V.: I don't know. Cupcakes. With frosting. And cake. With lots of ice cream.

Soon after the birthday chat, V.'s dad appeared in his mini van. 

"Thanks for watching V.!" The side door of the mini van opened, and V. scurried to her dad's van. 

"Bye! Take care of the baby birds!" V. yelled as the van door closed.

The black mini van drove off. 

I hope he doesn't leave his daughter with random strangers often. It was an unsettling thought. 

Bewildered yet a bit delighted, I knocked on Dave's door and we began our previously scheduled walk. 

Thursday, April 23, 2020

#sosmagic: Grotto Gifts

I’m joining an open community of writers over at Sharing Our Stories: Magic in a Blog. If you write (or want to write) just for the magic of it, consider this your invitation to join us.#sosmagic

#sosmagic: Grotto Gifts 

"You're getting a bit too close," D. gently reminds me and outstretches his long arm to make half of a "T". I raise mine to do the same. He is right. I veered too close to him. Again. We aren't six feet away from each other anymore. Even though we're walking outside, even though both of us have been homebound for weeks, even though we have not been around many other people except for the occasional trip to the grocery store donning face masks, we do not have enough distance between us. I move over on the trail, hiking on the unpaved part. D. moves beyond the other edge of the path.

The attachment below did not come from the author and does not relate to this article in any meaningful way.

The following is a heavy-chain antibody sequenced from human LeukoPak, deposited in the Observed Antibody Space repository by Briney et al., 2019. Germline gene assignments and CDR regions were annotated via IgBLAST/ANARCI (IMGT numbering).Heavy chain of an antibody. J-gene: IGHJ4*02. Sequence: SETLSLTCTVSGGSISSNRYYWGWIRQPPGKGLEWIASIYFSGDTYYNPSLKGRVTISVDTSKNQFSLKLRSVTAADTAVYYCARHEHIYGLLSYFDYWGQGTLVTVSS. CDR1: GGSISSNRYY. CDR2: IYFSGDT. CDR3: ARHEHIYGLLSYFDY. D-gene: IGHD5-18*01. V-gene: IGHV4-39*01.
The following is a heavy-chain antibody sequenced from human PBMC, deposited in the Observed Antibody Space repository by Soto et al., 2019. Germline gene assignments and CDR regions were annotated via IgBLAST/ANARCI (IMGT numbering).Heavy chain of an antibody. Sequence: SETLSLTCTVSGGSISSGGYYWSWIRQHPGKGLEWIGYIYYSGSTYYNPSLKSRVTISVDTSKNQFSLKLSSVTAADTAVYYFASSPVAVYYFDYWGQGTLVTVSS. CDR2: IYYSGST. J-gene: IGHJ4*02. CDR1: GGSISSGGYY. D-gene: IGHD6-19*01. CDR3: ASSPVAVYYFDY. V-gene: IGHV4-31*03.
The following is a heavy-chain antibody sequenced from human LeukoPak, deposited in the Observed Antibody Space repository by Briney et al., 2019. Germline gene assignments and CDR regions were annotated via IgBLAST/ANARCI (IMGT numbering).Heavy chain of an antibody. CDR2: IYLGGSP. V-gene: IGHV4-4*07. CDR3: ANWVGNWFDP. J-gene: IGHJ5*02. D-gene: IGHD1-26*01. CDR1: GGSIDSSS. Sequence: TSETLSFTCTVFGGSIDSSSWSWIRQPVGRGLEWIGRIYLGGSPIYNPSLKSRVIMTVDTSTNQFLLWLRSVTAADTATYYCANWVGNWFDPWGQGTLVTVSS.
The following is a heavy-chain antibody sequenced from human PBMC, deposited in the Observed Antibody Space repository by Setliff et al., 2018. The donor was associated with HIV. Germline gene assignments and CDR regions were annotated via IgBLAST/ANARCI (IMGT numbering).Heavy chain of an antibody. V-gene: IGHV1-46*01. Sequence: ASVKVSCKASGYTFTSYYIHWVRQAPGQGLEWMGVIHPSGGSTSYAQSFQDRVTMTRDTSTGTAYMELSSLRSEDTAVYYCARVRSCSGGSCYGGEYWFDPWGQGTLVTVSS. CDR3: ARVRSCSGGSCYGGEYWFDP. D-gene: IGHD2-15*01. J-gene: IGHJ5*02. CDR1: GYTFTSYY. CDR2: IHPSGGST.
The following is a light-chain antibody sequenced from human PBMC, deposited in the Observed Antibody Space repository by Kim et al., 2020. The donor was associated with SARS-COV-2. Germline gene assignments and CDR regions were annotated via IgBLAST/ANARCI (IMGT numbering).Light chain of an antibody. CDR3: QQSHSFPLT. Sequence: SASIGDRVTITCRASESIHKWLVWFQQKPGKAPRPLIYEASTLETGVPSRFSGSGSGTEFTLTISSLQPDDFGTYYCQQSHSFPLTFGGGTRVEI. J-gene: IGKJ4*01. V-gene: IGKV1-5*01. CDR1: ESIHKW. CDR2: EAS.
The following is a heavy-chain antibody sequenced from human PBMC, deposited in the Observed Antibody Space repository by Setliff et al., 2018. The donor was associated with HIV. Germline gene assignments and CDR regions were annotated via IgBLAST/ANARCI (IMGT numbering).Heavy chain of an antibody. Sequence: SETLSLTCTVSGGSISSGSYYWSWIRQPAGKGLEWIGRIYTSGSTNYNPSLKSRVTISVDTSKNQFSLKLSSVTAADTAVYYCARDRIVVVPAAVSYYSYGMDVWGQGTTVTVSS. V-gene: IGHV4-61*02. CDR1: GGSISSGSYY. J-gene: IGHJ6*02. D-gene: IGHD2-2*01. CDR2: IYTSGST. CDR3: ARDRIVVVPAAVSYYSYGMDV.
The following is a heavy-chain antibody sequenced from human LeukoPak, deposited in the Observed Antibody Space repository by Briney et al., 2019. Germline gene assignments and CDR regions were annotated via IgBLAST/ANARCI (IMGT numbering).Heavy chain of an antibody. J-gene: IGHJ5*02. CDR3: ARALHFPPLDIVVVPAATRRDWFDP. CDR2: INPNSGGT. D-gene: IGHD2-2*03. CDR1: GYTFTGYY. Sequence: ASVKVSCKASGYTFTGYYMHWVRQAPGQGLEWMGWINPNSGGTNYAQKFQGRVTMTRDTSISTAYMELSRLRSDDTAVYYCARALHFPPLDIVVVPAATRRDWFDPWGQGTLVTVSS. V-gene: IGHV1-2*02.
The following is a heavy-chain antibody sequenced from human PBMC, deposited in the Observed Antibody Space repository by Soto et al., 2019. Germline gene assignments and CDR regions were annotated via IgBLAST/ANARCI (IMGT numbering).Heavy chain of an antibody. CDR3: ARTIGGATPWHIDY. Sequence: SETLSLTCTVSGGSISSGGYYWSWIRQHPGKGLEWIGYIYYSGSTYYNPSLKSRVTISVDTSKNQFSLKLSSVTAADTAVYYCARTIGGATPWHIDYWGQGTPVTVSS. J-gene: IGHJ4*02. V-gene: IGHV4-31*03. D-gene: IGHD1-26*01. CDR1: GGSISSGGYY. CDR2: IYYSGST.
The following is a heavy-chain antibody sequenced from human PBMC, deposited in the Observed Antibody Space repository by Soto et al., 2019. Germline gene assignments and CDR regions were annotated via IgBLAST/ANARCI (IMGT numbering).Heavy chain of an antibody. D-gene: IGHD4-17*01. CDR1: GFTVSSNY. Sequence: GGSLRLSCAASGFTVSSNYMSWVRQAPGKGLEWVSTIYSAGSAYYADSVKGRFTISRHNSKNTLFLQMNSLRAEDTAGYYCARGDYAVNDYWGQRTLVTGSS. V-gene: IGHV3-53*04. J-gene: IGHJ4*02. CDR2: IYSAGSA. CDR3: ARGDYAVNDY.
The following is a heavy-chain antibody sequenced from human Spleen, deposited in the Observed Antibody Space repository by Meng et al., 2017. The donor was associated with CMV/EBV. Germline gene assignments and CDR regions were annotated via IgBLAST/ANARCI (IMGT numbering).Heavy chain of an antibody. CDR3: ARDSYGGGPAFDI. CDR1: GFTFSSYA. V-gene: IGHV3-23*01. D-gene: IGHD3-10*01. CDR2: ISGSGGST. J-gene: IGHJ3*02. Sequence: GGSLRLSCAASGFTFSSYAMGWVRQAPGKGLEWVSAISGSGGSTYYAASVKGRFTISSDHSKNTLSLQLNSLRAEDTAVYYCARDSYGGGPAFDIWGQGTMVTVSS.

After over a month, I am still not used to social distancing.

My neighbor and friend, D., lives alone. When my children are at their dad's house, I am solo, too. For days at a time, D. is often the only person I talk to, face-to-face (through a safe distance, of course).  

"Check out that perfect tree hole." D. points to a stunning tree hollow. I gaze at the tree cavity. Suddently, a bit of yellow catches my eye.


"D.! See that in the grotto?"

One of my favorite local trails includes a series of long-ago neglected, abandoned grottos. The grotto ahead hosts a surprise: a small piece of art made from natural objects. It's a collage of forest treasure, including a collection of handwritten uplifting words. 

D. and I stand in awe. He hangs back while I explore the grotto art first. 



"I love this so much," I gush, "Look at all of the words on the sticks. Hope. Breathe. Comfort. Calm. I adore how these words are incorporated with beauty of nature."



I stand back while D. explores.

There are a few paper words scattered on the group, perhaps disturbed from the day's breeze.

The word hope is printed on the piece of paper I pick up with my glove.


D. picks up the piece of paper with the word peace written on it. 

"Should we take the words from this spot?" I inquire. Suddenly, I look around to see if anyone else is nearby. Yet, we are alone. 

"Well, I could use some peace, " D. responds.
"I can always use more hope." I share.

"Perhaps whoever created this envisioned that people would be delighted and honored in finding these words?" I suggest, captivated with the thought that others are comforted like I am in discovering found words. 

D. nodds. 
I place the small yellow paper in my coat pocket.

We continue to walk, six feet between us, on our path.